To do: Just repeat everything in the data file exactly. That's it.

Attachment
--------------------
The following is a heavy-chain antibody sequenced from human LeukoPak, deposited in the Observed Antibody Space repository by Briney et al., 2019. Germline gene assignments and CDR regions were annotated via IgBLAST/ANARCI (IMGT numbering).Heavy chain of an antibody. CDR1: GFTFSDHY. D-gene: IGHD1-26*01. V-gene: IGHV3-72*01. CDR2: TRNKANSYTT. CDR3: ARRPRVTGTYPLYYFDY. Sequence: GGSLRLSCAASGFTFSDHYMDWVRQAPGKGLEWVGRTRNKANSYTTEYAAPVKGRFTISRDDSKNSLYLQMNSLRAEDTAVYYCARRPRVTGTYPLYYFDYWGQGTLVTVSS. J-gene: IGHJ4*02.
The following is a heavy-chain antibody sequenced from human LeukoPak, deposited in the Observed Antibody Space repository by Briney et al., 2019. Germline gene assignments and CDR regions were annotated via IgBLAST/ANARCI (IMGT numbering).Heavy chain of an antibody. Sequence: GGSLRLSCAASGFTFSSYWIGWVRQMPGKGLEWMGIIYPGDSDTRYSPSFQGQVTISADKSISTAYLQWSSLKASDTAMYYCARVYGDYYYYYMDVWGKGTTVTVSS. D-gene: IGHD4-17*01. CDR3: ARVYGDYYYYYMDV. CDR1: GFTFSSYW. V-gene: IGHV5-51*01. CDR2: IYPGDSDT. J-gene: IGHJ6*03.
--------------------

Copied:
The following is a heavy-chain antibody sequenced from human LeukoPak, deposited in the Observed Antibody Space repository by Briney et al., 2019. Germline gene assignments and CDR regions were annotated via IgBLAST/ANARCI (IMGT numbering).Heavy chain of an antibody. CDR1: GFTFSDHY. D-gene: IGHD1-26*01. V-gene: IGHV3-72*01. CDR2: TRNKANSYTT. CDR3: ARRPRVTGTYPLYYFDY. Sequence: GGSLRLSCAASGFTFSDHYMDWVRQAPGKGLEWVGRTRNKANSYTTEYAAPVKGRFTISRDDSKNSLYLQMNSLRAEDTAVYYCARRPRVTGTYPLYYFDYWGQGTLVTVSS. J-gene: IGHJ4*02.
The following is a heavy-chain antibody sequenced from human LeukoPak, deposited in the Observed Antibody Space repository by Briney et al., 2019. Germline gene assignments and CDR regions were annotated via IgBLAST/ANARCI (IMGT numbering).Heavy chain of an antibody. Sequence: GGSLRLSCAASGFTFSSYWIGWVRQMPGKGLEWMGIIYPGDSDTRYSPSFQGQVTISADKSISTAYLQWSSLKASDTAMYYCARVYGDYYYYYMDVWGKGTTVTVSS. D-gene: IGHD4-17*01. CDR3: ARVYGDYYYYYMDV. CDR1: GFTFSSYW. V-gene: IGHV5-51*01. CDR2: IYPGDSDT. J-gene: IGHJ6*03.